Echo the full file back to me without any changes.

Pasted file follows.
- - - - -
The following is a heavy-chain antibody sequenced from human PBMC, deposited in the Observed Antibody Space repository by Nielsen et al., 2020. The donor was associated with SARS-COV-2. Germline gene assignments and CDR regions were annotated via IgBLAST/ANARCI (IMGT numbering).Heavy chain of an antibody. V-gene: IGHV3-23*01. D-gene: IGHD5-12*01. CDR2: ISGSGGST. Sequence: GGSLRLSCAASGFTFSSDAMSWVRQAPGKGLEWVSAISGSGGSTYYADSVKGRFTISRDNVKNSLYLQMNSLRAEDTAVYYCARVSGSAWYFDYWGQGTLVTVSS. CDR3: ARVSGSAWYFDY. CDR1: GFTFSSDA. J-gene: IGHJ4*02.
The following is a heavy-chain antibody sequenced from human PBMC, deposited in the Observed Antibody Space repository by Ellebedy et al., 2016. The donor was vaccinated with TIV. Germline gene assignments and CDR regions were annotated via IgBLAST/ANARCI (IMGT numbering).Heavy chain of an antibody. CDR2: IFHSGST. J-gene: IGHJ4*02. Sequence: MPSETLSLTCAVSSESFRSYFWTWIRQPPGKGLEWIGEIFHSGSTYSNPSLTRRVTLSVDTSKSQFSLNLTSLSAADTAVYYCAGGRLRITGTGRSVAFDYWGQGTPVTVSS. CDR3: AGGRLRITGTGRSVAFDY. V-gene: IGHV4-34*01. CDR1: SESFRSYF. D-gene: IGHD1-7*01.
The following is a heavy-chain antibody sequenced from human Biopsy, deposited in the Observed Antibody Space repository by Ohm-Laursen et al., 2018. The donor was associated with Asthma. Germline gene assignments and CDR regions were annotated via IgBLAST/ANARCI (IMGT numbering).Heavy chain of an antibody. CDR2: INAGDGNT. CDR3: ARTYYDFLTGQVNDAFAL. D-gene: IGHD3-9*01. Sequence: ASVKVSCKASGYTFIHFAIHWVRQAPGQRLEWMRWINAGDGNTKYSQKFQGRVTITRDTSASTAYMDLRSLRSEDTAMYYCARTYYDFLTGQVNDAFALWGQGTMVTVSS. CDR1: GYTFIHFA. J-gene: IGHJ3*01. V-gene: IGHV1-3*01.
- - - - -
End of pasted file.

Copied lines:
The following is a heavy-chain antibody sequenced from human PBMC, deposited in the Observed Antibody Space repository by Nielsen et al., 2020. The donor was associated with SARS-COV-2. Germline gene assignments and CDR regions were annotated via IgBLAST/ANARCI (IMGT numbering).Heavy chain of an antibody. V-gene: IGHV3-23*01. D-gene: IGHD5-12*01. CDR2: ISGSGGST. Sequence: GGSLRLSCAASGFTFSSDAMSWVRQAPGKGLEWVSAISGSGGSTYYADSVKGRFTISRDNVKNSLYLQMNSLRAEDTAVYYCARVSGSAWYFDYWGQGTLVTVSS. CDR3: ARVSGSAWYFDY. CDR1: GFTFSSDA. J-gene: IGHJ4*02.
The following is a heavy-chain antibody sequenced from human PBMC, deposited in the Observed Antibody Space repository by Ellebedy et al., 2016. The donor was vaccinated with TIV. Germline gene assignments and CDR regions were annotated via IgBLAST/ANARCI (IMGT numbering).Heavy chain of an antibody. CDR2: IFHSGST. J-gene: IGHJ4*02. Sequence: MPSETLSLTCAVSSESFRSYFWTWIRQPPGKGLEWIGEIFHSGSTYSNPSLTRRVTLSVDTSKSQFSLNLTSLSAADTAVYYCAGGRLRITGTGRSVAFDYWGQGTPVTVSS. CDR3: AGGRLRITGTGRSVAFDY. V-gene: IGHV4-34*01. CDR1: SESFRSYF. D-gene: IGHD1-7*01.
The following is a heavy-chain antibody sequenced from human Biopsy, deposited in the Observed Antibody Space repository by Ohm-Laursen et al., 2018. The donor was associated with Asthma. Germline gene assignments and CDR regions were annotated via IgBLAST/ANARCI (IMGT numbering).Heavy chain of an antibody. CDR2: INAGDGNT. CDR3: ARTYYDFLTGQVNDAFAL. D-gene: IGHD3-9*01. Sequence: ASVKVSCKASGYTFIHFAIHWVRQAPGQRLEWMRWINAGDGNTKYSQKFQGRVTITRDTSASTAYMDLRSLRSEDTAMYYCARTYYDFLTGQVNDAFALWGQGTMVTVSS. CDR1: GYTFIHFA. J-gene: IGHJ3*01. V-gene: IGHV1-3*01.